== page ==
Questions to ask in a preliminary sleep assessment
- How well do you sleep and how many hours of sleep do you typically get each night?
If the client reports troubles with sleep or getting less than 6 hours or more than 8 hours, it is probably useful to continue the sleep assessment to get more details.
- Do you ever have any difficulties falling asleep and/or staying asleep?
If yes, a) what tends to make it difficult for you to fall and/or stay asleep?
Be on the lookout for the following: i) Racing thoughts; ii) Worries about not sleeping; iii) Fear or dread; iv) Generalized anxiety or worry; v) Problems with body temperature or waking up in a sweat; vi) Aches and pains; vii) heart pounding or beating fast; viii) General discomfort in the arms or legs, with a desire to move around; ix) Hard time breathing or a feeling of suffocating while lying down
b) How long do you typically spend tossing and turning before you finally fall asleep or how early do you wake up without being able to get back to sleep?
c) How long has this been the case?
d) Is there anything different you do on nights when it is particularly hard to fall asleep/stay asleep?
e) Did anything unusual or different happen right before you started having this problem?
f) Were there any changes to your sleep schedule or sleep routine prior to developing this problem?
g) Have you recently been diagnosed with any medical problems?
h) Are you currently taking any prescription or over the counter medications?
i) Are you currently taking any nutritional supplements?
j) Have you ever had an injury to your head where you lost consciousness?
k) Are you a i) smoker, ii) coffee drinker
l) If you drink alcohol, how much are you drinking in the evening and how long before bedtime is your last drink?
m) Do you take any other substances that might be interfering with your sleep?
- Do feel refreshed when you wake up from a full night’s sleep and are you able to go through the day without becoming excessively sleepy?
If no, a) How long has this been the case?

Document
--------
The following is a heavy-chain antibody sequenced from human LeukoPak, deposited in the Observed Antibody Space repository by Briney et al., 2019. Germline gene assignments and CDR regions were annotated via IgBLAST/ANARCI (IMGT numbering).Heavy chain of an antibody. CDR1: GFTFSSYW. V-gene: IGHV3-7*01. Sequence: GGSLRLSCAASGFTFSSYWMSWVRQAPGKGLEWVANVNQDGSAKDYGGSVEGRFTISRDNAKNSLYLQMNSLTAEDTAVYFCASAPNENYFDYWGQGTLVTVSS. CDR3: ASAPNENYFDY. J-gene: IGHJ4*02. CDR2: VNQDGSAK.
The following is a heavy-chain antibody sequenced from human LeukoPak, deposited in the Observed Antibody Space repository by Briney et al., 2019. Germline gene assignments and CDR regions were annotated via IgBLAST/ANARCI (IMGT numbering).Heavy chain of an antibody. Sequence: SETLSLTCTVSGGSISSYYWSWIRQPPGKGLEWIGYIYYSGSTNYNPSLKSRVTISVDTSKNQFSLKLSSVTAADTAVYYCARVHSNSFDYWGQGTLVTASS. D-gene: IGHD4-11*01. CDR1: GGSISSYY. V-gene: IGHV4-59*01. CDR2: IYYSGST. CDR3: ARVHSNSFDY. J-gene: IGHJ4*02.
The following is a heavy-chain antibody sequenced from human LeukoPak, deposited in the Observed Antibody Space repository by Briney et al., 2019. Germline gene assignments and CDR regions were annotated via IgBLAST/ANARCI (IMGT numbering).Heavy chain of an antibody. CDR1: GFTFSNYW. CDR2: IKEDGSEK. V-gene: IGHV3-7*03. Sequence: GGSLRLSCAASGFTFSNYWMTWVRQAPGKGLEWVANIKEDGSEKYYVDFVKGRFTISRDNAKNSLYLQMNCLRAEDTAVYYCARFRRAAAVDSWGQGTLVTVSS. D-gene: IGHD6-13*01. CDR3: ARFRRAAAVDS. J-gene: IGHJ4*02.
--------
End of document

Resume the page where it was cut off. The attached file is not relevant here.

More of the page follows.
b) Have there been any recent changes to your sleep schedule?
c) Have you even woken up gasping for air?
d) Has anyone ever told you that you stopped breathing when you were asleep?
e) Has anyone ever told you that you are prone to snoring?
f) Do you find it especially hard to sleep when you have a head cold?
g) Do you even have morning headaches?
h) Has anyone ever told you that you move your legs or arms a lot when you are sleeping or trying to go to sleep, or that you act out your dreams by moving or talking?
i) At times when you are sitting or lying down, do you ever have a feeling of creeping, crawling, aching, pulling, searing, tingling, bubbling, or crawling in your arms or legs that creates an urge to move around in order to relieve the discomfort?
j) Has your weight increased recently?
k) Have there been any changes to your mood, with an increase in anxiety and/or depression?
l) Has there been any change to your blood pressure?
m) Have you noticed any decline in your sex drive?
The symptoms described by “h” and “i” above are oriented towards determining the possible presence of Restless Leg Syndrome, while c-g are oriented towards uncovering possible Sleep Apnea. If your client describes a restless feeling in his/her arms or legs when trying to sleep, Restless Legs Syndrome must be considered. If your client reports a feeling of suffocating or having a hard time breathing when lying down, then Sleep Apnea may be present. There will be more detail on these sleep problems later in this course, and some of the questions to follow will help in the process of uncovering these sleep disorders.
The next sections of this course will address all of the diagnostic categories noted in the DSM-5 under the heading of Sleep-Wake Disorders.